Hoarding is not collection development
Taking Your Library Career to the Next Level
PLA Weeding Manual
Making a Collection Count

Human Races

Human Races coverHuman Races
3rd ed., 1971

Submitter: I dare you to find another book that compares the earwax of people of different races.

Holly: Dr. Garn was a Professor of Anthropology and also of Nutrition at the University of Michigan (go blue!). He died in 2007, but is still considered to be “the” guy in the history of biological interpretations of race.” So, all of this is probably very interesting to students of anthropology, and some of his work probably still belongs in libraries like U of M’s. I am, however, surprised at the number of community colleges that still hold even the 1st edition of this book, according to WorldCat.org – and even a few large public libraries.

All that said, I agree with Submitter that the earwax thing is…”unique,” though it does seem relevant to the material. There is a page included below that defines the word “race” in very scientific terms, and is careful to point out that politicians and demagogues have misused the word.  Gotta say, I’m kind of intrigued by the few pages included here. I’d weed it anywhere but the most academic of academics, but he is an important guy in the field.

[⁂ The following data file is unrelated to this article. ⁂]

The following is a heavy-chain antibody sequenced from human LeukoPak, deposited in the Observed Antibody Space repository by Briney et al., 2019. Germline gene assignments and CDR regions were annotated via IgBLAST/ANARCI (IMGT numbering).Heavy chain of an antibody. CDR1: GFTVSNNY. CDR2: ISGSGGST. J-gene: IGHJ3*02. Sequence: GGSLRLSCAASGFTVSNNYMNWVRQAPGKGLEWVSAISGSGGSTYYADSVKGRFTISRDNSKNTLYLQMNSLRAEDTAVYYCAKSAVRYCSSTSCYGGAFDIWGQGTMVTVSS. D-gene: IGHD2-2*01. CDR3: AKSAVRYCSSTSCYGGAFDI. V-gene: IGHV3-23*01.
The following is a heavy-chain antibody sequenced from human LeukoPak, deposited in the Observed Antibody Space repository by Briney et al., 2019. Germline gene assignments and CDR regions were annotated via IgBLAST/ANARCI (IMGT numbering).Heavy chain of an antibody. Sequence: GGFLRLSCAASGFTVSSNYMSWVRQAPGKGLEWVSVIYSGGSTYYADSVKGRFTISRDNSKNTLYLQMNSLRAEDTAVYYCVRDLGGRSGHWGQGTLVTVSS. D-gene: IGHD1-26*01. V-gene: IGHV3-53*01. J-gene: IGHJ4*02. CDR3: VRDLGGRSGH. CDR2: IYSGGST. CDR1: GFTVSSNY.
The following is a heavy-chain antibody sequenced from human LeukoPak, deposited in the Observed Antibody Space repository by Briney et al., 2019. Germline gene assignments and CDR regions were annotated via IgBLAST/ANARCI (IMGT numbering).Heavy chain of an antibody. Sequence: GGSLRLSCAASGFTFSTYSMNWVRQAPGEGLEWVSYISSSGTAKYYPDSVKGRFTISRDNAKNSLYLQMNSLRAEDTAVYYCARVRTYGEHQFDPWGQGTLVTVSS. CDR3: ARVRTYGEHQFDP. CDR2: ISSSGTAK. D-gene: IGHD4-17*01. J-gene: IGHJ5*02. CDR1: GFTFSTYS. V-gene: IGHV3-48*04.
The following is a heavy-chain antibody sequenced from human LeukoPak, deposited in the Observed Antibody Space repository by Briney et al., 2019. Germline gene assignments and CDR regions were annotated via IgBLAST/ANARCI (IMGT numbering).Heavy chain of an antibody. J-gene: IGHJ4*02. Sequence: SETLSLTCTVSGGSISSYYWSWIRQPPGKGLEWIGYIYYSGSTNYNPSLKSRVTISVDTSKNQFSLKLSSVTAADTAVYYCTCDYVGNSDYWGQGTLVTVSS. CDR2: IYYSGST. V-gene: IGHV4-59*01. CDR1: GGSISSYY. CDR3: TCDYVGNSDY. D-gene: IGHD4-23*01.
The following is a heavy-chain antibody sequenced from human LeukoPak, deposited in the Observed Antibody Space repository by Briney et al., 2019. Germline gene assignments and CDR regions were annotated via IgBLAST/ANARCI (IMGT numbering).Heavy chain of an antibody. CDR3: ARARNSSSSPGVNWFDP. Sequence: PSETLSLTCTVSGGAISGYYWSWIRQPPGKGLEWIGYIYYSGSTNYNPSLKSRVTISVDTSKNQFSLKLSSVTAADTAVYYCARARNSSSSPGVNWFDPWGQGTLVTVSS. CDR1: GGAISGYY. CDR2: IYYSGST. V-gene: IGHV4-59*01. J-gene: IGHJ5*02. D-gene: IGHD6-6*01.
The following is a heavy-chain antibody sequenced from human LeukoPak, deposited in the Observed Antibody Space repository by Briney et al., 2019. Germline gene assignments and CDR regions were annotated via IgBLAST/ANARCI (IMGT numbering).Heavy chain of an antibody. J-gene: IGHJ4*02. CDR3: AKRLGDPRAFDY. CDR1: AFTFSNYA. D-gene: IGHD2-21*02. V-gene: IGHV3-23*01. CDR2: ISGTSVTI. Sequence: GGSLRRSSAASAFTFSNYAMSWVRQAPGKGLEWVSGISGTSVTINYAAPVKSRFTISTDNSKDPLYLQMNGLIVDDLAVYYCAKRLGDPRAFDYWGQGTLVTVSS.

Human Races contents

Human Races contents

Don't Eat People

Other names for race

cerumen: sticky and dry

6 Responses to Human Races

  • Oddly enough I had heard about the sticky v. dry kinds of earwax/cerumen from a news story about ear rakes in Japan. As far as the book goes, I’m glad to see a racial book from the past that isn’t trash.

  • Reminded of a science teacher in high school bragging about his Japanese wife and her crumbly earwax.

  • They cannot frighten me with their empty spaces […] where no human race is. (Robt Frost)

  • Yep, the earwax differences are pretty well known, so I’m sure it’s in other books

  • The discovery of prions does leave the page on Kuro somewhat out-dated.

  • I studied anthropology and we talked about the two different types of earwax. Most introductory biological anthropology books probably mention it. It’s a pretty noticeable difference which results in cultural differences in ear-cleaning practices.